Heidi Selberg, Envision Board Member and Upward Mobility Signals Team
Our team’s previous reports have shown the importance of public policy in supporting upward mobility. Judy Nagel’s reports have outlined international comparisons, demonstrating that several government policies related to childcare, health, and other matters are critical to those countries’ higher rates of upward mobility. But what if upward mobility in the U.S. is not accelerating because our institutions are becoming weaker?
Heidi Selberg, Envision Board member Upward Mobility Signals Team
Access to transportation has been identified by the Urban Institute and others as a critical factor in boosting upward mobility. But what happens when the definition of access to transportation changes? How do cities and rural areas respond? What infrastructure is necessary, and what becomes obsolete? And what are the implications for the environment?
These questions and others are addressed in a recent report in the Washington Post. In ‘I’ll call an Uber or 911’: Why Gen Z Doesn’t Want to Drive, reporter Shannon Osaka notes declining rates of car ownership among Gen Z (born 1996-2012) and fewer getting their driver’s licenses in their teens – if at all. Reasons include the costs of car ownership, anxiety about driving and possible accidents, and environmental concerns. The availability of transportation alternatives makes it easier not to have a driver’s license or one’s own vehicle – and public transportation is not necessarily the primary alternative. E-scooters, e-bikes, ride-sharing, and on-line alternatives all provide options to driving a traditional vehicle to be with others.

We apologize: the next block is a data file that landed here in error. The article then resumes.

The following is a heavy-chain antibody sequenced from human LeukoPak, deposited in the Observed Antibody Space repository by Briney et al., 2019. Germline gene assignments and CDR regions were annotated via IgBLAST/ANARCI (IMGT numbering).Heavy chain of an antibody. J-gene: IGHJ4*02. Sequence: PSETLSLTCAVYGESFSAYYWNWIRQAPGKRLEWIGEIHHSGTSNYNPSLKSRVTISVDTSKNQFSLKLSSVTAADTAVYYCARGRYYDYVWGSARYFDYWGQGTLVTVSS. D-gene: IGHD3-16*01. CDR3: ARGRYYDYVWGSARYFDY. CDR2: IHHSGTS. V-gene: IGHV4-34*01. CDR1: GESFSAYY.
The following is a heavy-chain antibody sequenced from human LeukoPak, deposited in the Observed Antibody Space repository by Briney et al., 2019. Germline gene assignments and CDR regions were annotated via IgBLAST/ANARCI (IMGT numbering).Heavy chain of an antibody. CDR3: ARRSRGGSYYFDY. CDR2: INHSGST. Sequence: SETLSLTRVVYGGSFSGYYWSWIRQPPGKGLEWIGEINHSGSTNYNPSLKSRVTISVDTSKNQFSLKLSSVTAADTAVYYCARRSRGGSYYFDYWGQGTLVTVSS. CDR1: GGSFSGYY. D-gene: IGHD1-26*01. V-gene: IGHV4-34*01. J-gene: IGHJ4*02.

Will it last? Will the trend materialize in less urban areas? And does this change the model for public transportation? Perhaps it already has, as municipalities develop agreements with scooter and bike companies to offer short term use of such vehicles. Another trend to watch!
Heidi Selberg, Board Member Envision Greater Green Bay
Research on upward mobility shows that other western countries have greater rates of upward mobility than the United States. This is often attributed to those countries’ policies of offering more plentiful social supports. Further, it’s often asserted that the culture of personal responsibility and self-reliance in the United States is a significant barrier to providing the kinds of social supports present in other countries.
A front-page article in the Sunday, October 9, Milwaukee Journal Sentinel outlines this argument through a healthcare lens. It’s surprising to see this position outlined in a major daily newspaper–one that is the largest and considered to be the most influential newspaper in Wisconsin. Healthcare reporter Guy Bolton and reporting intern Alexa Jurado discuss the impact of constrained resources on health. They note the difference in public support for high-tech treatments versus the cost of providing safe and stable housing, and the growing view of healthcare leaders that more needs to be done to provide social supports. Read the full article here.